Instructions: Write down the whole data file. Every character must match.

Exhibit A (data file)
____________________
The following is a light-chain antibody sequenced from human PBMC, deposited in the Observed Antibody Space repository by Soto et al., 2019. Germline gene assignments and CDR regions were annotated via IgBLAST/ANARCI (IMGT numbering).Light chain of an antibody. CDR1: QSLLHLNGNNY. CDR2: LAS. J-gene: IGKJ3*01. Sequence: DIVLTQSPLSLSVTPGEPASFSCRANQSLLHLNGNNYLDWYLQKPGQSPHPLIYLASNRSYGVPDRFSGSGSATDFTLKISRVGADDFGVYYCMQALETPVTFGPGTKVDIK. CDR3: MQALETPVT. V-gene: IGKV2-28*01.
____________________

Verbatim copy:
The following is a light-chain antibody sequenced from human PBMC, deposited in the Observed Antibody Space repository by Soto et al., 2019. Germline gene assignments and CDR regions were annotated via IgBLAST/ANARCI (IMGT numbering).Light chain of an antibody. CDR1: QSLLHLNGNNY. CDR2: LAS. J-gene: IGKJ3*01. Sequence: DIVLTQSPLSLSVTPGEPASFSCRANQSLLHLNGNNYLDWYLQKPGQSPHPLIYLASNRSYGVPDRFSGSGSATDFTLKISRVGADDFGVYYCMQALETPVTFGPGTKVDIK. CDR3: MQALETPVT. V-gene: IGKV2-28*01.